We do realize that marketers face many challenges within organizations when planning towards this type of departmental growth (just see our mission statement). Testing new models, requesting more experimental budgets, spending more time with legal departments to review vendor privacy policies means you are opening up yourself to risk in front of company stakeholders that don’t believe a shift away from traditional brand management is necessary.

 

However, there are a few ways of easing into it, that shouldn’t cause too much debate.

 

The first is simply turning on the fire hoses of data. The number one rule of real-time data is that it is hard to predict when you’ll actually need it or be able to take action on it. However, turning the hose on means you at least stand a chance to make sense (and possibly even use) of it when the need arises.

 

 

The next step is to bring on one or two people with the sole mandate to look at process improvement, new data sources, and put together a 2-3 year map for how the department can transition into a more digital oriented, data savvy team.

 

The third is to foster a culture that brings in innovative startups to learn about their methodologies, products and promises of the future. These founder (including ours...just a mention) obsess over market dynamics, changing landscapes and ways of solving problems.

 

There is no harm in exposing your internal stakeholders to these new ways of thinking, if not simply the culture of innovation surrounding these young companies.

 

And if you’re still asking why? Well it's because currently; "Every Company Is In The Process Of Dying"  

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3) Learning the Art of Marketing One-to-One

 

During any period of major transition of advertising spend and media consumption by consumers, thousands of startups around the world start their innovation cycles and attempt to come up with the new platform or ad format of the future.

 

As video consumption moved online from TV over 100 Online Video Platforms (OVPs) popped up to handle the bandwidth loading, ad serving, and monetization schemes.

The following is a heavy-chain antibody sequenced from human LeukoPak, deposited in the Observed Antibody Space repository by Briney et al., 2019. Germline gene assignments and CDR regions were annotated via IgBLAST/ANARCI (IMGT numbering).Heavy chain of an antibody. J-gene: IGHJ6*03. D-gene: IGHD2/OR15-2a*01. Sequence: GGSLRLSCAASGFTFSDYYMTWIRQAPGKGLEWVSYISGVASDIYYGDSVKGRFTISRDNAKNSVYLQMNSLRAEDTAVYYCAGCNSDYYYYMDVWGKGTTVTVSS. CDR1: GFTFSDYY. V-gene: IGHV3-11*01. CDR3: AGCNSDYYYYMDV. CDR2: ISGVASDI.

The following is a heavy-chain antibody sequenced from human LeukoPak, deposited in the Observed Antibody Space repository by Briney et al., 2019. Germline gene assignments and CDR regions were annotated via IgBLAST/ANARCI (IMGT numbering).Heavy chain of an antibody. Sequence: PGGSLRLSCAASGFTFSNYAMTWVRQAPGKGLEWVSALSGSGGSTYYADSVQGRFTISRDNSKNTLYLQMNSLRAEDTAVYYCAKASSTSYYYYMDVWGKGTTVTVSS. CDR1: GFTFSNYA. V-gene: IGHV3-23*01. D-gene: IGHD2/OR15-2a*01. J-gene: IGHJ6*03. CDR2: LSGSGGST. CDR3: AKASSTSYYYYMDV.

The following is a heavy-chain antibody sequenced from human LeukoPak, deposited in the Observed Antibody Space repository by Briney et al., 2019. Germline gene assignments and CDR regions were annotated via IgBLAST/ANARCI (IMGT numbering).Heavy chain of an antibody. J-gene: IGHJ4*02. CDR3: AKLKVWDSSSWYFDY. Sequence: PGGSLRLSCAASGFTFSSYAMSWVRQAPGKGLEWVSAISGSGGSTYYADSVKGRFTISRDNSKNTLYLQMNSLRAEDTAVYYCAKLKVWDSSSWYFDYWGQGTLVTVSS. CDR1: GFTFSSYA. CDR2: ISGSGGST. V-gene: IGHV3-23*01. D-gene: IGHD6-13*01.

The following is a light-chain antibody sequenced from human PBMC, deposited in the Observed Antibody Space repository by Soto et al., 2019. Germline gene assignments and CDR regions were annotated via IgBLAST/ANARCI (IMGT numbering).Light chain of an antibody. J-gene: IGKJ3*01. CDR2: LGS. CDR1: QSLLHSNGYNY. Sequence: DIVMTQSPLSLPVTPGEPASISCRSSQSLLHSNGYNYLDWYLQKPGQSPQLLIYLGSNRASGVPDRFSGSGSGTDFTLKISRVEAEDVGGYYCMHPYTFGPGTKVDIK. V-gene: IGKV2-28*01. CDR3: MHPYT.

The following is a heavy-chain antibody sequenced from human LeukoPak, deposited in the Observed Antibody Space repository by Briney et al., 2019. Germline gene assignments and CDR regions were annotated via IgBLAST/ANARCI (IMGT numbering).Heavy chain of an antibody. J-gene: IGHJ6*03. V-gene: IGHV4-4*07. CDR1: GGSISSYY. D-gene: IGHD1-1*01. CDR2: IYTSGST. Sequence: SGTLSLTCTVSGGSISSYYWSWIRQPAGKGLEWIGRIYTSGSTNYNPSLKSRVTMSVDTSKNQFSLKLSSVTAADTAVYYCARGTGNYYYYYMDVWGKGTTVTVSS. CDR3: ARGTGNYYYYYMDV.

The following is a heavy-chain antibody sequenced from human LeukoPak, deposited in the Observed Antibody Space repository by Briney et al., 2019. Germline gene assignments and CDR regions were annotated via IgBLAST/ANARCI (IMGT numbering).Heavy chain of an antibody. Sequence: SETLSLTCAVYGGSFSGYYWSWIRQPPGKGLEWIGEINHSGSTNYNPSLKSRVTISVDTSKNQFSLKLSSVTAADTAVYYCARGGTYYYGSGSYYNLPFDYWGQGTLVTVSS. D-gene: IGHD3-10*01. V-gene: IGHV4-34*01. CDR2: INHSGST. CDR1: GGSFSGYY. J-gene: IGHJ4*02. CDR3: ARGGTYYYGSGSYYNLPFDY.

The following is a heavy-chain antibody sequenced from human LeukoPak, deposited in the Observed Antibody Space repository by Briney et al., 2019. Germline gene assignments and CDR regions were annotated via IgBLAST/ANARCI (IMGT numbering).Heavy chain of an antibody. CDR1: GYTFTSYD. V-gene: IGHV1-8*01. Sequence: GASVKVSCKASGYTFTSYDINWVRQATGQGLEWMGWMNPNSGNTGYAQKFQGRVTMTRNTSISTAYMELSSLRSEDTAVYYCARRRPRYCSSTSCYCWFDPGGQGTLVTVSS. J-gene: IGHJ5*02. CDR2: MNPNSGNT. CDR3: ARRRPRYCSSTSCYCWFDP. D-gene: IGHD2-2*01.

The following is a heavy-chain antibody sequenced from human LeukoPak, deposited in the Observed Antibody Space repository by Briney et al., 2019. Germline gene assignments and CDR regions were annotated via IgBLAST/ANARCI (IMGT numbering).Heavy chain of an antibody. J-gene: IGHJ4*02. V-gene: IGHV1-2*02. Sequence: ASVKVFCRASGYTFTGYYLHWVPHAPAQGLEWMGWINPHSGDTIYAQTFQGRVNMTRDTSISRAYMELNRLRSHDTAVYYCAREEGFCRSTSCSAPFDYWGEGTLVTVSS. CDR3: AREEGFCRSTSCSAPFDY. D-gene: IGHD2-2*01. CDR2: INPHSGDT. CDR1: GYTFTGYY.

What we are seeing now is ad-tech in hyper-drive to invest the ad format that cuts through all the ad-blockers, inspires authentic engagement with consumers, and is still measurable, repeatable and scalable.

 

Call it the bumpy drive towards 1-to-1  marketing.

 

In fact, Brendan Witcher, analyst with Forrester Research said:  “Most companies mistakenly believe they are delivering personalization.” “Most consumers, however, feel the opposite way.” He highlights how 40% of consumers feel the different promotions they receive are a waste of their time.

Though, to be fair, there are a few brands however that are doing one-to-one well like Starbucks; They’re able to provide recommendations and suggestions based on a customer's tastes and interests.

 

The Guardian has a “toggle”  feature which allows you to filter out news you are not interested in and only provide you with more relevant content.

 

But, within this great mix of new personal ads and user engagement, brands have to be careful not cross the line with consumers that might start thinking how; personalized ads are creepy.

 

As Tim Clark simply put it: Don’t creep on your customers: Personalization done right.

 

Nobody wants to be that obsessive guy from next door that has mapped out the girl next door’s interests and behavioral patterns by following her around everywhere without her ever knowing...

Case Study Tri-Honda -One campaign that was successful was TriHonda’s 1-1 video marketing that managed to see 29% more sales and $7.83 in return for every $1 spent:

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Click below and check out Honda’s one-to-one in action:-

Segway - How a team learned a New Format of brand communication

 

The emergence of digital has resulted in new growth segments and along with it titles such as; Digital marketing specialist has become a more formalised profession.

 

Yet, some companies are still struggling with what growth actually means to them, what these teams would be doing, who would be on that team or what skillsets are required for example.

 

Companies that have long ingrained cultures aren’t adopting new formats as quickly enough to remain ahead of the game...

 

Trends

 

The element of storytelling within more personal advertising arms brands with more of a relatability factor for their audience. An article written by Scott Donaton dubbed: Why brands need to skip ads and start telling stories  emphasized how “...data-informed brand storytelling can break through the interruptive ad model blockade”

Case study: Recently Douwe Bergsma of Georgia-Pacific took his whole marketing team back to training school on how to tell better brand stories that are more reflective of their audience.

 

He explains in this short video the impact of storytelling:

So, these are 3 categories of better preparing your team and brand for the consumer of now and the consumer of the future.

 

And the main points being:

 

1) Turn on the data, and start thinking about your consumer as more than an income bracket.

 

2) Push your teams to adapt to a digital first world, which is full of data and opportunities to try out new techniques.

 

3) Adopt (or at least experiment) with new forms of brand communication that feel more like storytelling and less like an annoying banner ad trying to get in your way.

 

What did we miss? Let us know in the comments section.